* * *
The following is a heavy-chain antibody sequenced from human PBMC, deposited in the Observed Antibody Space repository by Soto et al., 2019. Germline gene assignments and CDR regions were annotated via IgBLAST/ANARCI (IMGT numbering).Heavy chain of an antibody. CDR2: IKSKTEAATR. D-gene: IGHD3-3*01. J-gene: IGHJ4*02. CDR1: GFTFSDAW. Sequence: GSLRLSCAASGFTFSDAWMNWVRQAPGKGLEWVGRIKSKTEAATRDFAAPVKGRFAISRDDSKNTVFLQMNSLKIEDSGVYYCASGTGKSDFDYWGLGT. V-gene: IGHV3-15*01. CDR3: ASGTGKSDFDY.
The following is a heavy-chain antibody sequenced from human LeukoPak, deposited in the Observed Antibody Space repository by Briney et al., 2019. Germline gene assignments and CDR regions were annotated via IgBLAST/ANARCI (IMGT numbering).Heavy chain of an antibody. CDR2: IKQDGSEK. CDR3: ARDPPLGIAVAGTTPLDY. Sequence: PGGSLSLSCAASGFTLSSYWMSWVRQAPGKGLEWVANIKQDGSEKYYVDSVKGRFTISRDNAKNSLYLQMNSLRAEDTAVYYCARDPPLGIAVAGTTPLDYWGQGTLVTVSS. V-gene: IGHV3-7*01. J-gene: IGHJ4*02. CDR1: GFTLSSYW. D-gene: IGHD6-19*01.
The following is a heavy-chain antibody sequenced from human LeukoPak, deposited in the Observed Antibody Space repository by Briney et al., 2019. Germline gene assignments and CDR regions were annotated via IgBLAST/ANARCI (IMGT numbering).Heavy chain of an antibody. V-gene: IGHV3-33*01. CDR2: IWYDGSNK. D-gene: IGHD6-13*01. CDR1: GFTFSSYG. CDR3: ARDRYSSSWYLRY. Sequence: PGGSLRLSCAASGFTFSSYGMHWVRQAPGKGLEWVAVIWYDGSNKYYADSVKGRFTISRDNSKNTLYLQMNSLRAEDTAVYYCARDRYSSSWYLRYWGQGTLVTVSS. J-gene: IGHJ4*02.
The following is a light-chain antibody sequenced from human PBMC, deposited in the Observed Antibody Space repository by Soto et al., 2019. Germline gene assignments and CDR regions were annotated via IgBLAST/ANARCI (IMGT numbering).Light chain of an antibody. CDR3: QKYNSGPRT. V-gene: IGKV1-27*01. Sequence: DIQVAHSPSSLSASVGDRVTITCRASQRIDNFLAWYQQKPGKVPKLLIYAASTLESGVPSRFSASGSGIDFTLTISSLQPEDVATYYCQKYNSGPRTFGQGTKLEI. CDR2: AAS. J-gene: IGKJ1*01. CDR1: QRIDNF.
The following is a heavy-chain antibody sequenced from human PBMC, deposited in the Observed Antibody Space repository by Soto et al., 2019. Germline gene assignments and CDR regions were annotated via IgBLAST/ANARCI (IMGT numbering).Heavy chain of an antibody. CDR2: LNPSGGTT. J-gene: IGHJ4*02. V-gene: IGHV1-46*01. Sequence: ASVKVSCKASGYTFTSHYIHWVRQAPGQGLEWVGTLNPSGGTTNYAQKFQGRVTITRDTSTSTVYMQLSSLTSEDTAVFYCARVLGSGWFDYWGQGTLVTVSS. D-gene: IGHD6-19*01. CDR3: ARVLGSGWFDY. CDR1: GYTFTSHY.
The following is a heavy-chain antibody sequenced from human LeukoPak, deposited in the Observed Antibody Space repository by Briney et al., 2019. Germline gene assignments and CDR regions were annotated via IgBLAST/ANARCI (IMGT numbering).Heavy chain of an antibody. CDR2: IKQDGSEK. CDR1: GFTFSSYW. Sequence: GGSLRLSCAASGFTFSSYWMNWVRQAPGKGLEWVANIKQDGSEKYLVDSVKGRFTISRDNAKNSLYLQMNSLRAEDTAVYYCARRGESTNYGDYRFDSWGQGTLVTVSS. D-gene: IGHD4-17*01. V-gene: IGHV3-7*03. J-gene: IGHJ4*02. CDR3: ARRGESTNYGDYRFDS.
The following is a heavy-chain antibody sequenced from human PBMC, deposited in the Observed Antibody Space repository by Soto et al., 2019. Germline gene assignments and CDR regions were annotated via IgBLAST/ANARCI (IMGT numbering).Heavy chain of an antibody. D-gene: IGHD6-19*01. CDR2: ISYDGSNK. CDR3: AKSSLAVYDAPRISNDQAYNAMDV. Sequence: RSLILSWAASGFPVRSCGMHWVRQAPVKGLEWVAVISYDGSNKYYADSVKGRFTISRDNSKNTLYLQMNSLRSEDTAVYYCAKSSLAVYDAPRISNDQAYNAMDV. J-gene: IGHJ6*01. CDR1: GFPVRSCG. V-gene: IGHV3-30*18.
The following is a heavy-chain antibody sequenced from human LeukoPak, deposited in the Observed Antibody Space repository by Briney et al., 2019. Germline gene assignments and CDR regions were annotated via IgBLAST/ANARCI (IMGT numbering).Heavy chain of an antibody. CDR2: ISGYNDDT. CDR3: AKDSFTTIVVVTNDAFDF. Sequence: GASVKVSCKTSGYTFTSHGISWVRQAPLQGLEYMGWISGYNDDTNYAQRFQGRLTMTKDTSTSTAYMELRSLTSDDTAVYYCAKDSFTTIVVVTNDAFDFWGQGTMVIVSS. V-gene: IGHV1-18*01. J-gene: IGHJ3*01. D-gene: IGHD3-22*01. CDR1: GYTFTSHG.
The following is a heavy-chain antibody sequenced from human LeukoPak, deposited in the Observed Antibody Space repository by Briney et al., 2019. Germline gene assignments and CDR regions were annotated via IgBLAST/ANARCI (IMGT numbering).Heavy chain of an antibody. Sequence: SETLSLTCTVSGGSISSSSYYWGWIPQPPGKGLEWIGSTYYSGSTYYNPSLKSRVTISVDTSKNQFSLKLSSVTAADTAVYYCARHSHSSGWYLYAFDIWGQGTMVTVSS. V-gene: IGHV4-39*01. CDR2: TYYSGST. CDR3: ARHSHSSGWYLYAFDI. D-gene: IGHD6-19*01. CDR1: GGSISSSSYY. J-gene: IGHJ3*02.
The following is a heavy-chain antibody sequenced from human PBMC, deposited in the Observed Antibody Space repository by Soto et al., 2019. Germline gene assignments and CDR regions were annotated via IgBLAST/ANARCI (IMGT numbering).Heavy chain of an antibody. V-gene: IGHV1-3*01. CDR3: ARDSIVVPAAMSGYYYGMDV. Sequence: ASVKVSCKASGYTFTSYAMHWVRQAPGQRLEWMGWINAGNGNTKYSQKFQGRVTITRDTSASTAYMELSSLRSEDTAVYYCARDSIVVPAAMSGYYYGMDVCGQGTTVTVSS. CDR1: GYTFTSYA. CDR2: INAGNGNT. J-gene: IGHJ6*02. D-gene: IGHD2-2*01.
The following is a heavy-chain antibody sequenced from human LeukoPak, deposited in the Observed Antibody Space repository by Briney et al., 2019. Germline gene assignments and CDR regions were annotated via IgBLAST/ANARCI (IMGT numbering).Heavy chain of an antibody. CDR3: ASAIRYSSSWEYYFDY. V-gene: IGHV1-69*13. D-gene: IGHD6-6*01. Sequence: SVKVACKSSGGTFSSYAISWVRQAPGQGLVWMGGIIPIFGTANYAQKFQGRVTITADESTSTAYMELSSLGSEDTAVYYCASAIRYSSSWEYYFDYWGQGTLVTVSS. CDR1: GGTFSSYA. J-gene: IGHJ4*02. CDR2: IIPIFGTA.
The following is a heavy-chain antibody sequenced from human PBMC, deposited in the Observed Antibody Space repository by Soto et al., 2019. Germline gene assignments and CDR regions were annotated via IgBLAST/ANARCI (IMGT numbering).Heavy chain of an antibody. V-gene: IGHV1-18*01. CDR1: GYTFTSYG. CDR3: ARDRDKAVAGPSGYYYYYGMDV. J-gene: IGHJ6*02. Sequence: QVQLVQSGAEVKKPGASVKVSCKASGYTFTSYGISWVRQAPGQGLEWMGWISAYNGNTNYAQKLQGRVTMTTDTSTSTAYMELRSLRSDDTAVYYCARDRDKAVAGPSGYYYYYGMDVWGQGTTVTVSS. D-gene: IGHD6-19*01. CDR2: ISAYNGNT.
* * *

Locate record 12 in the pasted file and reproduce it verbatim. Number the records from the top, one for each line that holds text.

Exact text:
The following is a heavy-chain antibody sequenced from human PBMC, deposited in the Observed Antibody Space repository by Soto et al., 2019. Germline gene assignments and CDR regions were annotated via IgBLAST/ANARCI (IMGT numbering).Heavy chain of an antibody. V-gene: IGHV1-18*01. CDR1: GYTFTSYG. CDR3: ARDRDKAVAGPSGYYYYYGMDV. J-gene: IGHJ6*02. Sequence: QVQLVQSGAEVKKPGASVKVSCKASGYTFTSYGISWVRQAPGQGLEWMGWISAYNGNTNYAQKLQGRVTMTTDTSTSTAYMELRSLRSDDTAVYYCARDRDKAVAGPSGYYYYYGMDVWGQGTTVTVSS. D-gene: IGHD6-19*01. CDR2: ISAYNGNT.